One amazing benefit of living in Utah is the ability to participate in multiple outdoor sports during any given season. It is currently over 90 degrees in the Salt Lake Valley but I know many people who went skiing this past weekend! And not just at Snowbird, but hiking and doing some backcountry skiing in late June. As lucky as we are to have these unparalleled opportunities, please continue to practice backcountry safety if you are considering touring.
Utah Avalanche Center
Although the UAC is not operating, users are still posting avalanche sitings and warnings. If you are in the backcountry and see an avalanche on a different aspect, post it on the UAC’s website to help educate other late season backcounter enthusiasts.
Likewise, if you are planning an upcoming tour, take a look at this site for any warning signs. It will possibly prevent you from putting in the effort to arrive at any area with unsafe skiing conditions.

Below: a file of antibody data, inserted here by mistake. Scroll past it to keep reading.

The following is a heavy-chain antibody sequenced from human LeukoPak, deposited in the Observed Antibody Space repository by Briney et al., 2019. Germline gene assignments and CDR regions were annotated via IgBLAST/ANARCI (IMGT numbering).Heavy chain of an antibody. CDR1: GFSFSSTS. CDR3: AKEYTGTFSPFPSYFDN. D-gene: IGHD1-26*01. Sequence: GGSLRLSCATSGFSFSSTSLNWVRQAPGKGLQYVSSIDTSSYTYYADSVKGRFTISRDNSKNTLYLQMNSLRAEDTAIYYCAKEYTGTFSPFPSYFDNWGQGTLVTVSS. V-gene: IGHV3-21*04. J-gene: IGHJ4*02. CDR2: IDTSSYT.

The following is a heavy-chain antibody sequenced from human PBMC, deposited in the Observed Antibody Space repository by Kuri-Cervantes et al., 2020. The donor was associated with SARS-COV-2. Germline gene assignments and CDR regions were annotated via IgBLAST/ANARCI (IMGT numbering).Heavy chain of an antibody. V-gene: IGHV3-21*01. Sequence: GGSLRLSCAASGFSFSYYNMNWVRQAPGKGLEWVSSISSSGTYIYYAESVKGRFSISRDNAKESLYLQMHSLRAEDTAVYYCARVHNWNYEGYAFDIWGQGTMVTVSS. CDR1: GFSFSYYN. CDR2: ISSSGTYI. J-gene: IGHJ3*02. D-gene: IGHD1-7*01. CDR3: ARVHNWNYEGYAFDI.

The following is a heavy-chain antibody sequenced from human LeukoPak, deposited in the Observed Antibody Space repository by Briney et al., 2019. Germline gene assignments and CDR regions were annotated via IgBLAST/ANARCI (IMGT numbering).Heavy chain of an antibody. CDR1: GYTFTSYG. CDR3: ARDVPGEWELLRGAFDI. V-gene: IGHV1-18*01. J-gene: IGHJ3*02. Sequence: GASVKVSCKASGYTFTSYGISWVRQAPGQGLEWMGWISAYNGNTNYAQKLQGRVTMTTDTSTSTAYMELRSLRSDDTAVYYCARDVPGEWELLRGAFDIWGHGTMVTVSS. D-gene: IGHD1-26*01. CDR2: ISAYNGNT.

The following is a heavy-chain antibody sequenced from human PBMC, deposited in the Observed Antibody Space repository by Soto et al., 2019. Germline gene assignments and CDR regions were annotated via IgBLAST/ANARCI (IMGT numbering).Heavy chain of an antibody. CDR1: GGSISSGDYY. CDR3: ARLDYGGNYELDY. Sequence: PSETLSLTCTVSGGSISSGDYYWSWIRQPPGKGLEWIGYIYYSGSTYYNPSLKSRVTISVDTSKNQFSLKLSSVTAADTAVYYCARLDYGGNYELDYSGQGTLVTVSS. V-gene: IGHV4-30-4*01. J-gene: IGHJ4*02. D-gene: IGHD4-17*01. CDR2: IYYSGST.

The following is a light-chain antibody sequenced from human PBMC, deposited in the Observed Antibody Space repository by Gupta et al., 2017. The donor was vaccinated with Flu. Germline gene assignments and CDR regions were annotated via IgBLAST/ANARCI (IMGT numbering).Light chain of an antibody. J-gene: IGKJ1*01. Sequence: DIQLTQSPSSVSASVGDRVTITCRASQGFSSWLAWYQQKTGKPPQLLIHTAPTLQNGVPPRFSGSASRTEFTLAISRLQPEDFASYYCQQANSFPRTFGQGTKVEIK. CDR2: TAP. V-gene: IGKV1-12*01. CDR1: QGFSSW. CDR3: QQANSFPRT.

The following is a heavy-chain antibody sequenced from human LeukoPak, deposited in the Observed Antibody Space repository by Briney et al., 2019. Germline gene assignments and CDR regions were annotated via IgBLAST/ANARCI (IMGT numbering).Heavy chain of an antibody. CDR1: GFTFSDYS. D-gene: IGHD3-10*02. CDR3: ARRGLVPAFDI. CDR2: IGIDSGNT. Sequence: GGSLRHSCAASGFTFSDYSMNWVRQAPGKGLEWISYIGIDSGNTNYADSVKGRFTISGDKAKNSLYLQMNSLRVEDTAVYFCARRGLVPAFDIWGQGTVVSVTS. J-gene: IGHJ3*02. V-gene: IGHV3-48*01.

Here are pictures of a recent slide: Pfeifferhorn June 20, 2011.
First Tracks Online Magazine
Another great resource are the forums on First Tracks. You can search by region and get first hand accounts about what current and recent skiing conditions are like. The Western North American Forum is where you can find posts from Utah’s die-hard skiers. Below is a recent picture from Main Chute, a popular run near Alta and Snowbird.
As you can see, this lower portion of the run still has an incredible amount of snow. The best time to ski this time of year is very early in the day before the sun melts everything to slush to water.
There are many other resources available to backcountry skiers. Forums are a great way to learn from trusted skiers in your community. Find one that suites you, follow for local user updates and always be safe out there!